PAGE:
Eleni Daniilidou has her goal for next year in place and the campaign to achieve it starts in Auckland on Monday.

The 22-year-old Greek is bidding for a third straight ASB Classic title, and if she completes it will have made a flying start in her bid to rank in the top 10 women players on the planet by next Christmas.

Considering she is world No 34 and is coming off a year in which she copped her share of injuries and illness, it would seem she has a way to go.

But closer inspection suggests she has the game to make a dent on the rankings, providing she can stay fit and healthy.

She played 22 tournaments this year, but breaks with injuries to a thigh muscle, twice, an ankle and a knee, plus two bouts of sickness meant her campaign was disrupted, therefore she found rhythm hard to maintain.

Daniilidou, who was world No 14 19 months ago, is not complaining. That's life, she says, but she has worked hard and is optimistic she can rattle some reputations next year.

"I can improve on a lot of things, physical and mental, which is about how you react to tough situations," she said.

"Everyone can hit the ball, even players ranking 200 or lower. I played in Moscow against a girl who was ranked 800 and she played well, but on the important points I was a little better.

"You can always improve things. No one is perfect," she added.

When the amiable, chatty Daniilidou made it back-to-back Auckland titles last January, she did not drop a set in her five matches.

In 2003 it was tougher. She needed a tiebreak in the third set to get past Argentina's Paola Suarez in the quarter-final, and won the deciding set in the final against Korea's Yoon Jeong Cho in a tiebreak.

This time, although she has not played since October, Daniilidou is in a confident frame of mind for the US$140,000 ($195,000) event.

She will be third seed, behind American Amy Frazier and rising Serb talent Jelena Jankovic and is not looking beyond the opening round.

But this is territory she is familiar with. No one has played more games in the Auckland event than her in the last two years and she clearly enjoys the place.

Twice she has made the last 16 at Grand Slam events.

At the Australian Open last year she was eliminated by American champion Serena Williams in straight sets. That can happen to the best, but she was probably kicking herself at the US Open this year when she lost to Japan's Shinobu Asagoe - fourth seed in Auckland - then ranked about 30 places lower, in three sets after winning the first.

A glance at her results this year show two wins over past Grand Slam champion Jennifer Capriati, at Dubai and Miami, both in straight sets, both on hardcourt, the Auckland surface.

She beat another hot shot and Grand Slam winner, Belgium's Justine Henin-Hardenne, en route to her only other WTA title, at s'Hertogenbosch in the Netherlands in 2002.

Daniilidou admits she prefers playing the better players. She finds they bring out the best in her game. It's a point she admitted is good from one obvious perspective, but also hints at a need to harden up and develop a more ruthless streak against the lesser lights.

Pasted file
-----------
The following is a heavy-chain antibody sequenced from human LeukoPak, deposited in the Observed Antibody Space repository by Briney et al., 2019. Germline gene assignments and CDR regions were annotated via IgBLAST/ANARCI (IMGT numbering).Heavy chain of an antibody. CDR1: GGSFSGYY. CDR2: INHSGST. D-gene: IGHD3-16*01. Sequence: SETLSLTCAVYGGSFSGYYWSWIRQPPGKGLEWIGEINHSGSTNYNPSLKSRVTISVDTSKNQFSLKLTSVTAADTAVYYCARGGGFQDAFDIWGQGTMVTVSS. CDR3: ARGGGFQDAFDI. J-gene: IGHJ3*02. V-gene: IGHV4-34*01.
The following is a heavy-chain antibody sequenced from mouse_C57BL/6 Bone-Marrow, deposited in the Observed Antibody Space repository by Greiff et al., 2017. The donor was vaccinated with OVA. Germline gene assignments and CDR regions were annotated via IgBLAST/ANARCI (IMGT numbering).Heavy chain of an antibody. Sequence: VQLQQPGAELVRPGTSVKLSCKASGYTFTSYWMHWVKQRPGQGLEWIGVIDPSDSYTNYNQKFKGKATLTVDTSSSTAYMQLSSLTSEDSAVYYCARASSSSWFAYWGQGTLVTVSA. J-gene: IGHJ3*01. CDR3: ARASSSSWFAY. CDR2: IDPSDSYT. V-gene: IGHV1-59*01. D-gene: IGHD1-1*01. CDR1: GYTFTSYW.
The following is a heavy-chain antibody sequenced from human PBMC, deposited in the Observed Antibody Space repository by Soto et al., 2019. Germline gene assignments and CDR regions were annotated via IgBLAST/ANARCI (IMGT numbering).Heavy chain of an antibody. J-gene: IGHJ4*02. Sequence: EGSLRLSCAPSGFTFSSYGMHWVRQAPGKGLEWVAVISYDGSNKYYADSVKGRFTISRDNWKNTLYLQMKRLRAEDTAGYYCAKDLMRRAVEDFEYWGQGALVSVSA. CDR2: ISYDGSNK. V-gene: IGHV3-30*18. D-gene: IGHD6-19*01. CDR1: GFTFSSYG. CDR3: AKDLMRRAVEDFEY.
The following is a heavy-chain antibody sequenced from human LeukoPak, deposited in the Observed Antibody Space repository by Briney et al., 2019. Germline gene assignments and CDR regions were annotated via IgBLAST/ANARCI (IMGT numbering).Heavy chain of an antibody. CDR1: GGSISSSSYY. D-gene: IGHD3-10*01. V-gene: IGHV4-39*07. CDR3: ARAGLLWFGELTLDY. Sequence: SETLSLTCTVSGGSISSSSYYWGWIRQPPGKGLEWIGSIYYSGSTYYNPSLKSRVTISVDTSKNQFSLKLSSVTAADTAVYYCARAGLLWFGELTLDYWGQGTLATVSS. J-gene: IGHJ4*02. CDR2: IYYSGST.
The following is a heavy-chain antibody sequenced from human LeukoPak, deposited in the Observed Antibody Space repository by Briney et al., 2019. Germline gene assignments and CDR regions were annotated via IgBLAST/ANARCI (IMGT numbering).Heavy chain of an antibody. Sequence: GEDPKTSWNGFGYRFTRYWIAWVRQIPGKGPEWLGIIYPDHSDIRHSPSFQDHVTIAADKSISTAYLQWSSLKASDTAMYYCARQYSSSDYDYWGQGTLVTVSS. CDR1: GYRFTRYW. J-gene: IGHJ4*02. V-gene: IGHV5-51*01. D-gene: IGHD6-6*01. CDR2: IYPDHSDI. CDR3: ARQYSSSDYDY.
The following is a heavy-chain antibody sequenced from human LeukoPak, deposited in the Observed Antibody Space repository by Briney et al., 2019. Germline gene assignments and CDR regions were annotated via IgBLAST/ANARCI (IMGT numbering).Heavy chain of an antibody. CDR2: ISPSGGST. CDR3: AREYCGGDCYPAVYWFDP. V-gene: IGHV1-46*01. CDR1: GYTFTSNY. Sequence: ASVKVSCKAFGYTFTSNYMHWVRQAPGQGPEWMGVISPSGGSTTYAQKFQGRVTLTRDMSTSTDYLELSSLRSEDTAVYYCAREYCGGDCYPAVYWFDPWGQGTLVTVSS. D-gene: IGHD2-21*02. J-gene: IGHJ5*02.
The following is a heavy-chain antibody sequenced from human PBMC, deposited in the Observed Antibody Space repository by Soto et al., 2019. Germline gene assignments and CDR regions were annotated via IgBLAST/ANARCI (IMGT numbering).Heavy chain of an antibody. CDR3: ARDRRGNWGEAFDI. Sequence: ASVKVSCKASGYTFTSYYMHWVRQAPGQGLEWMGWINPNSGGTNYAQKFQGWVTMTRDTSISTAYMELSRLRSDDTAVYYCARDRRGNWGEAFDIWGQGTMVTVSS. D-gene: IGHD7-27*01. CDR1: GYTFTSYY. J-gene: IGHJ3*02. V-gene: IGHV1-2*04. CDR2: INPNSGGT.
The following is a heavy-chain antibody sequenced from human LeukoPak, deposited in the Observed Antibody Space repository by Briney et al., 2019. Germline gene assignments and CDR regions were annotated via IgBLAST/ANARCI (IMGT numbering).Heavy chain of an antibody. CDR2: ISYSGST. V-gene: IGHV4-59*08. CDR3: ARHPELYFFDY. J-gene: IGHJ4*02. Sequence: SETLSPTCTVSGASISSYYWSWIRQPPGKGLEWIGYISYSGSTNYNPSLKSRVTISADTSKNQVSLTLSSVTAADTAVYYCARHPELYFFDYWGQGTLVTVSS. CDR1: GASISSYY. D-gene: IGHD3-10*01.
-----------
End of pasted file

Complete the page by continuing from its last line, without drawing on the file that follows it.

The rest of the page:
Daniilidou should also be buoyed by the fact the women's game is no longer dominated by a small cluster of players. This year's four Grand Slam titles were won by four different players, three Russians - Anastasia Myskina, Maria Sharapova and Svetlana Kuznetsova - and Henin-Hardenne.

"It's very interesting for tennis. Every week it's not the same people winning. But you always need the top players because people come to watch them, you sell more tickets and the sponsors are interested.

"But for the future it's good to see new, young players at Grand Slams. That's a happy situation for women's tennis." 

Eleni Daniilidou

Born: Sept 19, 1982, Hania, Greece
Lives: Thessaloniki
Height: 1.82m
Weight: 72kg
Ranking: 34 (career high 14, May 2003)
WTA career titles: 3 singles (s'Hertogenbosch, Netherlands 2002, Auckland 2003, 2004); 1 doubles (Stanford, 2004 with Nicole Pratt)
Career earnings: US$1.13 million ($1.57 million) 

The Winners

The singles and doubles champions over the last 10 years of the Auckland international women's tournament:


Nicole Bradtke (Australia); Jill Hetherington (Canada)/Elsa Reinach (South Africa).

1996: Sandra Cacic (US); Els Callens (Belgium)/Julie Halard-Decugis (France).

1997: Marion Marushka (Austria); Dominique van Roost (Belgium)/Janetta Husarova (Slovakia).

1998: Van Roost; Tamarine Tanasugarn (Thailand)/Nana Miyagi (Japan).

1999: Halard-Decugis; Silvia Farina Elia (Italy)/Barbara Schett (Austria).

2000: Anne Kremer (Luxembourg); Cara Black (Zimbabwe)/Alexandra Fusai (France).

2001: Meilen Tu (US); Fusai/Rita Grande (Italy).

2002: Anna Smashnova (Israel); Liezel Huber (South Africa)/Nicole Arendt (US).

2003: Eleni Daniilidou (Greece); Teryn Ashley (US)/Abigail Spears (US).

2004: Daniilidou; Mervana Jugic-Salkic (Bosnia-Herzegovina)/Jelena Kostanic (Croatia). 

The Seeds

1 Amy Frazier (US) world No 26

2 Jelena Jankovic (Serbia) No 28

3 Eleni Daniilidou (Greece) No 34

4 Shinobu Asagoe (Japan) No 37

5 Marion Bartoli (France) No 41

6 Kristina Brandi (Puerto Rico) No 48

7 Maria Vento-Kabchi (Venezuela) No 49

8 Alina Jidkova (Russia) No 55 

The Dollars

Singles prizemoney breakdown:

Total: USUS$140,000 (US$195,000)

Winner: USUS$22,000 and 95 WTA points

Finalist: USUS$12,000, 67pts

Semifinalist: USUS$6,300, 43pts

Quarter-finalist:USUS$3,400, 24pts

Second round loser: USUS$1,825, 12pts

First round loser: USUS$1000, 1pt